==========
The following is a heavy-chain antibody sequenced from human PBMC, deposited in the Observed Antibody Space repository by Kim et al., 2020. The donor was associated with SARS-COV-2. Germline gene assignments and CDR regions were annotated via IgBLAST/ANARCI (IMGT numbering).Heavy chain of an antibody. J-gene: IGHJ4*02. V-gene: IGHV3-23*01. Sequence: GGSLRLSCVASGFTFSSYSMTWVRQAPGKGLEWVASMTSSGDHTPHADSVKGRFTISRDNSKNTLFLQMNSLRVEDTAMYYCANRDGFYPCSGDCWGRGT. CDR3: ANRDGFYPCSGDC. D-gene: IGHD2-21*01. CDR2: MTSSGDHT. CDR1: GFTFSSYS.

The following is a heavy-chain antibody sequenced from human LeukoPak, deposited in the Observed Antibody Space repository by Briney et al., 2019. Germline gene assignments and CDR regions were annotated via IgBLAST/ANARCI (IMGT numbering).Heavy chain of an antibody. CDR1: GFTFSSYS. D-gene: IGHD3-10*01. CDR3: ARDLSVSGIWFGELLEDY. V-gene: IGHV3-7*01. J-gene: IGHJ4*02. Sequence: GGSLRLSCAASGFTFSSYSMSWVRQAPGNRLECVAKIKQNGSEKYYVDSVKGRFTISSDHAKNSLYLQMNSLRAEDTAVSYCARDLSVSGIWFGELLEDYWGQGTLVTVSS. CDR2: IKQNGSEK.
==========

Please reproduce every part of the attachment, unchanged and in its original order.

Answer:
The following is a heavy-chain antibody sequenced from human PBMC, deposited in the Observed Antibody Space repository by Kim et al., 2020. The donor was associated with SARS-COV-2. Germline gene assignments and CDR regions were annotated via IgBLAST/ANARCI (IMGT numbering).Heavy chain of an antibody. J-gene: IGHJ4*02. V-gene: IGHV3-23*01. Sequence: GGSLRLSCVASGFTFSSYSMTWVRQAPGKGLEWVASMTSSGDHTPHADSVKGRFTISRDNSKNTLFLQMNSLRVEDTAMYYCANRDGFYPCSGDCWGRGT. CDR3: ANRDGFYPCSGDC. D-gene: IGHD2-21*01. CDR2: MTSSGDHT. CDR1: GFTFSSYS.

The following is a heavy-chain antibody sequenced from human LeukoPak, deposited in the Observed Antibody Space repository by Briney et al., 2019. Germline gene assignments and CDR regions were annotated via IgBLAST/ANARCI (IMGT numbering).Heavy chain of an antibody. CDR1: GFTFSSYS. D-gene: IGHD3-10*01. CDR3: ARDLSVSGIWFGELLEDY. V-gene: IGHV3-7*01. J-gene: IGHJ4*02. Sequence: GGSLRLSCAASGFTFSSYSMSWVRQAPGNRLECVAKIKQNGSEKYYVDSVKGRFTISSDHAKNSLYLQMNSLRAEDTAVSYCARDLSVSGIWFGELLEDYWGQGTLVTVSS. CDR2: IKQNGSEK.